Beyond physical security, I also liked the experience of the HP Support Assistant. This is weird for me because I typically wipe any new device and install from a fresh image. HP told me the software was going to actually be helpful and lightweight so I gave it a whirl. Below you can see the main dashboard, which lists out all of the pertinent details on my device with room for modular cards representing any other supported devices. I’ll admit – this is a handy view, especially when adding the other HP laptops / tablets to the list or for a family that wants a single pane of management for a set of devices. Imagine triggering patches for Mom’s device remotely!
Drilling down deeper, the Elite X2 shows all sorts of details and can offload the responsibility of patching / firmware management to the HP Support Assistant. I opted to let it handle the entire sweep of updates.
From there, the installation wizard shows a progress tree with installation bars for each item. I dig that the entities are abstracted from their usual cryptic names – downloading patches for laptops off the web is often a frustration-laden process with a lot of trial and error for me. The wizard went through my device and quickly took care of all my drivers, patches, and firmware updates, including reboot warnings when it needed to install something without the OS running.
I found this process extremely painless. I’m sure executives and non-tech folks would really like to offload the “nerdy patch stuff” to a reasonably intelligent assistant, and the HP Support Assistant doesn’t disappoint.
Almost all of the above items are moot if the device constantly thirsts for juice. First, let me tell you that I am supremely impressed with how long the battery lasts for the Elite X2. I rarely bothered to plug it in and often took it out to write some PowerShell code, watch an episode of Daredevil on Netflix, or get some writing done via Google Docs. I can’t recall ever needing to charge it with less than 6 hours of real usage.
After jumping on a briefing call with HP, they pointed out that long battery life was a chief goal. This is why they chose a slightly less beefy processor from the Intel M5 line and is why they don’t need any special air holes along the bezel. The model I evaluated is the HP Elite X2 T8Z05UT#ABA with the following hardware specifications:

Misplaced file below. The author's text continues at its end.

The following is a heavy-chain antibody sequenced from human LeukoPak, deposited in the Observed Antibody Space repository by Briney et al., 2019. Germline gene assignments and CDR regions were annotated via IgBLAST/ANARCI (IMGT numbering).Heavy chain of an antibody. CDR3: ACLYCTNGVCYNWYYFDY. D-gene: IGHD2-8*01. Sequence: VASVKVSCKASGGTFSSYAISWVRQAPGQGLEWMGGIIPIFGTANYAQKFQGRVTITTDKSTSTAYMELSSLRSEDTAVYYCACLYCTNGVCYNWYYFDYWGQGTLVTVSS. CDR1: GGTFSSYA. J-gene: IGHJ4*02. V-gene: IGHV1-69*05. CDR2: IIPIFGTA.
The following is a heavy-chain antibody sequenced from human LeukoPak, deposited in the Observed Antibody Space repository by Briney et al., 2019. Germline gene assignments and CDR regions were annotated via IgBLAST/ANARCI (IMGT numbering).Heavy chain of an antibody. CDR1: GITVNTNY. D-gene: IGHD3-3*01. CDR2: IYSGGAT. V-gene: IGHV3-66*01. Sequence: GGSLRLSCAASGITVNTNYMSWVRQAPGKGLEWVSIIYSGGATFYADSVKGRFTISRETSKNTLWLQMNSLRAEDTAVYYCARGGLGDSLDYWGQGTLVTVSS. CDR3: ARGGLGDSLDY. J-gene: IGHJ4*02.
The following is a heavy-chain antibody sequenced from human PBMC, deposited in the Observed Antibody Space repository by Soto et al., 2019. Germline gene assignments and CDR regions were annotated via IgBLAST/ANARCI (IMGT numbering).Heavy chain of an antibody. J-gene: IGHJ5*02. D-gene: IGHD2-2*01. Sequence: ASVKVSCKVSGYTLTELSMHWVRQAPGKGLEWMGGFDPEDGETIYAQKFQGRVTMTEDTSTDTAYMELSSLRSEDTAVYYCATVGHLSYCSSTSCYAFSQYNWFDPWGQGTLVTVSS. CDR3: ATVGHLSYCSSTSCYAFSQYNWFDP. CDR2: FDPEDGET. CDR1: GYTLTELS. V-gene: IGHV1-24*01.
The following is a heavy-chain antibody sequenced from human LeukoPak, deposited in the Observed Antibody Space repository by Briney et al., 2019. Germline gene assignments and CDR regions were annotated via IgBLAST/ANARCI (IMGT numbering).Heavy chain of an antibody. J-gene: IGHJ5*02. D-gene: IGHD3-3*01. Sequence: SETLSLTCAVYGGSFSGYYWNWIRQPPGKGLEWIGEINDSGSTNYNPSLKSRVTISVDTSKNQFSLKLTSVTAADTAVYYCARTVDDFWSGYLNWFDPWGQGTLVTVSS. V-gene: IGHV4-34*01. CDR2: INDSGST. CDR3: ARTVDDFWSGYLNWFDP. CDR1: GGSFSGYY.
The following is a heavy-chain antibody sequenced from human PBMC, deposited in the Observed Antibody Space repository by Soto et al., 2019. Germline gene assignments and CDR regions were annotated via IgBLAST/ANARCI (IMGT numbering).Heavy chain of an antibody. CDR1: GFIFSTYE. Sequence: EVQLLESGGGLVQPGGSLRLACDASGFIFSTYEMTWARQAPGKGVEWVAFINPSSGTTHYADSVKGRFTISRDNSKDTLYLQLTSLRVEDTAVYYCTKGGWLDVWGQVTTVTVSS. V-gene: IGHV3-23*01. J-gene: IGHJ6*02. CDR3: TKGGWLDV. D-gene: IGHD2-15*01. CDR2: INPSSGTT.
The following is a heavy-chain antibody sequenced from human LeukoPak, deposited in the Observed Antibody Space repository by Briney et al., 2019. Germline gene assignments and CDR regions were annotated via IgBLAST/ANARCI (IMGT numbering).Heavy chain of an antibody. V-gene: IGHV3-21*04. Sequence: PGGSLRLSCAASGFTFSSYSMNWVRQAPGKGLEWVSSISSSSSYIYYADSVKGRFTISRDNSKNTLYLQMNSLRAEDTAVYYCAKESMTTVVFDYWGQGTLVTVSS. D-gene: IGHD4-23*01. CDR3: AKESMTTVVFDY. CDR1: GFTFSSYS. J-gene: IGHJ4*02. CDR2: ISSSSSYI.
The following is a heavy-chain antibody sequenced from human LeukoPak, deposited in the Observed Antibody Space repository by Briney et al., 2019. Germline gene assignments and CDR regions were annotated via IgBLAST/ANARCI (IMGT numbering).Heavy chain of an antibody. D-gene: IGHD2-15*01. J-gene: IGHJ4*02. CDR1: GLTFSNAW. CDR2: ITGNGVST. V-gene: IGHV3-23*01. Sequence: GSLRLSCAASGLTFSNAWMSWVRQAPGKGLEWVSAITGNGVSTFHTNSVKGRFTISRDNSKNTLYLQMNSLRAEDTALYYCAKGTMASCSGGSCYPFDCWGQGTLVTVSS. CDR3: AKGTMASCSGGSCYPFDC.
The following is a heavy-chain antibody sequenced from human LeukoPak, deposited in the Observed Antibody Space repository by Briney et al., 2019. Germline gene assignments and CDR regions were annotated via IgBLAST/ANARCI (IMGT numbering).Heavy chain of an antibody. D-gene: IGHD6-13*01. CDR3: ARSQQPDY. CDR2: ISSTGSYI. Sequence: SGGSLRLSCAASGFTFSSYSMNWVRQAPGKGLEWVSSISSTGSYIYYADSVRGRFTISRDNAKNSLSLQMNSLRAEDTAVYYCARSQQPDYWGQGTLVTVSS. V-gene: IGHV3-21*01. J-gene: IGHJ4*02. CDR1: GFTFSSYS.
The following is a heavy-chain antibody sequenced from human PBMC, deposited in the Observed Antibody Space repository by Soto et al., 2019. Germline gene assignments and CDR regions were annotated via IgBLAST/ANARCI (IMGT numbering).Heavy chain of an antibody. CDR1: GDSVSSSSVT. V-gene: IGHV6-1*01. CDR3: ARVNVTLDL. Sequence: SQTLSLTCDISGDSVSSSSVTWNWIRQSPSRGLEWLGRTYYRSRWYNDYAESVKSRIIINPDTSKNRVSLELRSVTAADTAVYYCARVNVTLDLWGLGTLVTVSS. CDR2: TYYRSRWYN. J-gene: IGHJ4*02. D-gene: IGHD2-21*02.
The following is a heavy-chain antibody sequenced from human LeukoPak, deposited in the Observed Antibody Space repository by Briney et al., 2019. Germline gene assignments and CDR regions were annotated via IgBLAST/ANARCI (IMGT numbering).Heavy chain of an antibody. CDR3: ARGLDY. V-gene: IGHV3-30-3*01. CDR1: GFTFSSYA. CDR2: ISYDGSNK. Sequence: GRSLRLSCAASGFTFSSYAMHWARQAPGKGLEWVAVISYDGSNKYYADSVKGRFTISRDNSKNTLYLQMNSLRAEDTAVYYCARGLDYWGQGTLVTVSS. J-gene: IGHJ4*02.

- 1.1 GHz Intel Core m5
- 8 GB SDRAM
- 256 GB SSD
- 12″ display (1920 x 1280 … yeah, a slightly weird resolution)
- Wireless 802.11ac
- Windows 10 Pro
The other slick feature is that the tablet charges using a USB-C cable! This is awesome, because I recently made the shift to USB-C in my house: my Android Nexus 6P, portable battery charger, and now my Elite X2 all use USB-C. This means I only need one single type of cable to run my entire bag of goodies. I’m a huge fan of carrying less junk around, because every gram of weight I remove is less I have to lug around all the time. I also found that having a bunch of cables is the reason I am frequently given the “enhanced security screening” by the American TSA after asking an officer when it happened for the third time.
Overall, this has been HP’s best device that I have had the pleasure of experiencing. It hits all the right notes for me – it’s portable, great battery, has a slick finish, responsive keyboard, and uses the next-gen power tech. I still like my Surface Book as a full desktop replacement device (loaded with RAM and a huge SSD) but it’s not really fair to compare a device that costs 3x to the Elite X2.
Did I miss something that you’re interested in? Drop a line in the comments below and I’ll edit the post with more details.